SAN FRANCISCO -- An energetic Mark Zuckerberg addressed a rapt crowd at the TechCrunch Disrupt conference here. The 28-year-old CEO wore his traditional gray T-shirt and sat on the edge of his chair as TechCrunch co-founder and angel investor Michael Arrington fired questions at him, starting with the botched IPO. Zuckerberg powered his way through the conversation, talking fast and confidently about the opportunities that lie ahead for Facebook and its investors.
While the hall was packed with techies and Zuckerberg had the hometown advantage, he clearly knew that he was talking to Wall Street -- and, by default, all those investors out there who took a bet on Zuckerberg after the May IPO and have. The stock is about half its $38 IPO price, but after a strong showing by Zuckerberg in his first public interview since the , there is a sign that Wall Street sees some promise. In after-hours trading, the stock was up more than 3 percent.
"The performance of the stock has obviously been disappointing," Zuckerberg said. He went on: "...the commitment we've made is to make the world more open and connected...for the long term. The next three to five years is really going to be how well we do with mobile."
That's right. Zuckerberg led the interview right to the key issue that Wall Street most often cites as Facebook's key problem: mobile. When Zuckerberg started Facebook in 2004, of course, smartphones didn't exist. Now, he pointed out, he spends all his time on his smartphone. He even said that he wrote his letter to shareholders -- the one included in the S-1 --.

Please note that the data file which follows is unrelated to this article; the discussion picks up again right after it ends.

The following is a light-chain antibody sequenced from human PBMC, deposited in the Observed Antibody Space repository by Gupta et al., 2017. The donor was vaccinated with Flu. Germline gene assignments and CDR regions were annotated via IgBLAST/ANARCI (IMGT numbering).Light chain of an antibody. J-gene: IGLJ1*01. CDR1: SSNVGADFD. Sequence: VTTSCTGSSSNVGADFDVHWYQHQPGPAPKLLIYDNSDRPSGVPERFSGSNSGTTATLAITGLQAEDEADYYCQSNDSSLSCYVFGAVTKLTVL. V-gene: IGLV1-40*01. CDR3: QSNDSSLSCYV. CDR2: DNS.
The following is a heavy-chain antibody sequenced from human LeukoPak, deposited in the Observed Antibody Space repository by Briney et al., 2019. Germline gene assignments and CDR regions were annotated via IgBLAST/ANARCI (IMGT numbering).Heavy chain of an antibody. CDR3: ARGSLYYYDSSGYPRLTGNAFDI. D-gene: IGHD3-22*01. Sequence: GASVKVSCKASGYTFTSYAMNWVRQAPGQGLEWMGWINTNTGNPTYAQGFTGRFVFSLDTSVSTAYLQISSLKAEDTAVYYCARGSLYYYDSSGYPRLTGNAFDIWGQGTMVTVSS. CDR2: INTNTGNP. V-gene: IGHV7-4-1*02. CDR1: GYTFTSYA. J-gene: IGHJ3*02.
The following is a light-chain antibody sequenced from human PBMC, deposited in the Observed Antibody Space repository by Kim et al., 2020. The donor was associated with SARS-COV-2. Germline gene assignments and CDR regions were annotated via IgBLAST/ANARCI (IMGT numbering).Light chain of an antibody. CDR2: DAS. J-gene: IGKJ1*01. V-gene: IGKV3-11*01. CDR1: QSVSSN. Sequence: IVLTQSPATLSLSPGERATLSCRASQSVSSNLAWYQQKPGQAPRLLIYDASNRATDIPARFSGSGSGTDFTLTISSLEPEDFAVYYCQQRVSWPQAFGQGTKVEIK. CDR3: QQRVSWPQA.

This shift, he said, shows how good "mobile is for us."
Why? He rattled off the reasons: There are more users on mobile. There is more engagement. And people on mobile spend more time on Facebook.
And then came a comment that Zuckerberg likely would not have said in the days when Facebook was private company: "We think we'll make a lot of money" from mobile. And this, he said, is a key thing that people (read: Wall Street) doesn't understand about Facebook.
Facebook, he summarized, is now a "mobile company."
One other thing that investors might like from Zuck's talk: he said. "We do a billion queries and day and we aren't even trying. Mostly, they are trying to find people or brand pages or apps. There is a big opportunity in search, evolving to giving a set of answers to a specific question, and Facebook is uniquely position to do that."
Zuckerberg gave an example of how Facebook could do search better than Google or Microsoft: "Which of my friends or friends of friends work in a company I might like to work at."
"At some point we will do it," he said.
Ultimately, no one watching could doubt Zuckerberg's commitment to his creation.
When asked whether he was still having fun, he said that he doesn't think about his work at Facebook in that way. Instead, he said, "I think about the mission."
In other words, he is a missionary, focused on achieving his goal of colonizing the planet for the better on the Facebook platform. And he thinks being underestimated is better, so Facebook can do things that surprise people, play the underdog.
But Facebook is no underdog with nearly a billion users and more time spent on its social platform the most other platforms put together. The challenge for Zuckerberg and Facebook at this junction isn't to surprise people, but to become the company it said it could be for its employees, shareholders, and users.
Zuckerberg appears to be getting the message, acknowledging in the interview that the mission and the business have to go hand-in-hand. "It's a great time for people to join [the company] and to stay and double down," he said as he pushes the company to double down on mobile.